DAY-NRLM : Promoting nutri-gardens and backyard poultry

Nita Kejrewal  
With livelihoods, nutrition and health services getting affected by COVID-19 pandemic, DAY-NRLM leads a campaign to promote nutri-gardens during POSHAN Maah 2020.This will support nutrition security and income generation in the pockets that are poorest and affected by malnutrition.
The unprecedented onset of the COVID-19 pandemic brought up many questions on the ways in which livelihoods, food and nutrition security of rural communities need to be addressed. During the lockdowns, the earlier investments in nutri-based livelihoods such as nutri-gardens and backyard poultry had proven to be a boon, by enabling families to access eggs and nutritious vegetables locally when supply chains, transport and access to markets had been severely affected.
Deendayal Antyodaya Yojana- National Rural Livelihoods Mission (DAY-NRLM) under the Ministry of Rural Development has leveraged from this experience.
Over 50 per cent of Indian women of reproductive age are anaemic and almost 23 per cent have low BMI, show data from NFHS-4 (2015-16). Women’s access to entitled health and nutrition services too remains a challenge. Data shows that only 51.2 percent women had four or more Antenatal Care Visits and 30.3 per cent women took IFA for at least 100 days (NFHS-4).
Reports have shown how the Nationwide lockdown disrupted provision of essential services for women and adolescent girls, raising concerns on setbacks to earlier gains towards improving women’s nutrition and health during the first 1000 days.
With its network of over 63.3 lakh SHGs and 6.98 crore women members, DAY- NRLM is taking steps to work towards poverty alleviation and social development of poor households, including improving their nutrition and health status.
The mission has been reinforcing activities with a focus on strengthening the resilience of community-based institutions to tackle shocks to food and nutrition security brought on by emergencies.
This includes a multi-faceted strategy of promoting awareness generation, sustainable behaviour change for improved dietary diversity as well as nutri-based livelihoods amongst its SHG networks to support nutrition requirements in poorest pockets faced with malnutrition.
The strength of SHGs and their federations lies in their outreach, networks and social capital. Capacity building, strengthening of community-based SHG institutions and training of resource persons in the community on nutrition and nutri-sensitive agricultural models has been a key part of strategy and played a key role in the success of these projects. These earlier investments have also provided the required institutional architecture for a community-led scale-up of these activities even as States grapple with rising cases of COVID-19 infection.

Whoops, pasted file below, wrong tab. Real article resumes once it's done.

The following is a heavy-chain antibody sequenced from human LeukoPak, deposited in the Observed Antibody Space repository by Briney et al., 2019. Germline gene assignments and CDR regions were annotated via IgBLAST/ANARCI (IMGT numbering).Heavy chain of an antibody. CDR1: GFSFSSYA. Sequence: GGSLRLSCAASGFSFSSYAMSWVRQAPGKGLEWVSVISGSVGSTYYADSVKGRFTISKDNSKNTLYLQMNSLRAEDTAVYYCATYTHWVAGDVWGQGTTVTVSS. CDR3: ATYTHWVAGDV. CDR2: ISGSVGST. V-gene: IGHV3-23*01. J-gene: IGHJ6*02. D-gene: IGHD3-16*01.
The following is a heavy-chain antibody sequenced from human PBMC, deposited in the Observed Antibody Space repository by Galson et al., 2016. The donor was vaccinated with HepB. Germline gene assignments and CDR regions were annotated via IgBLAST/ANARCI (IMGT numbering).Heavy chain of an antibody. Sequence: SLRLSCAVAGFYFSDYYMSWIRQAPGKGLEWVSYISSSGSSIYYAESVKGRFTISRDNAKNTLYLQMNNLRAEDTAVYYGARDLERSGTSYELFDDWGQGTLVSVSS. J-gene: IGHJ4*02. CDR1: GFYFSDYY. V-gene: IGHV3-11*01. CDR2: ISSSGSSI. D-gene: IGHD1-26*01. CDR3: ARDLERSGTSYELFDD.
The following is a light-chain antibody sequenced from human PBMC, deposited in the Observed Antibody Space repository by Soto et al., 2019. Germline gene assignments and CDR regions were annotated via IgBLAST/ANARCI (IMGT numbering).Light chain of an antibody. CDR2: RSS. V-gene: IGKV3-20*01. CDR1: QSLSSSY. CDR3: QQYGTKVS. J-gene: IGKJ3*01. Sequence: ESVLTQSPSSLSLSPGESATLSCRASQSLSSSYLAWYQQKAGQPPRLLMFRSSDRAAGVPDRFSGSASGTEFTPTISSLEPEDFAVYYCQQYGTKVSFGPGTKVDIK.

Based on evidence that enhancing women’s decision making and economic independence improves allocation of income to food budgets and dietary diversity at the community and household levels, the Mission had initiated Mahila Kisan Sashaktikaran Pariyojana (MKSP) in 2010-11.
Since the last five years, MKSP has been universalized in DAY-NRLM with farm livelihoods promotion being added to annual action plans of all State Rural Livelihoods Mission. As of now more than 40.22 lakh households have been supported to set up nutri-gardens.
A National advisory based on best practices around the country was also brought out to support State missions. These activities are accompanied by building awareness on the nutrition content of vegetables grown, and the need for multiple food groups on the plate.
The Chhattisgarh Rural Livelihoods Mission (CG-SRLM), has initiated a State-wide strategy under its livelihoods initiatives to promote nutri-gardens. These backyard kitchen gardens or nutri-gardens involve cultivation of different types of nutritious vegetables in the backyard to ensure the nutritional security of families throughout the year. These also specifically aim to provide continuous nutrition support to SHG households including pregnant women, lactating mothers, adolescent girls and children. These gardens are less input intensive and can be managed by using waste water from the household.
The State’s behaviour change communication strategy has laid a special focus on maternal and adolescent health, targeting groups of reproductive age within the 1000 days window. Poshan Sakhis also known as ‘MangunMits’ in Chhattisgarh, have been trained to use participatory learning and assessment techniques for behaviour change amongst pregnant women, lactating mothers and adolescent girls.
 This is part of an ongoing pilot programme called ‘Swabhimaan’, implemented in Chhattisgarh’s Bastar district. The programme is technically supported by UNICEF India.

(To be contd)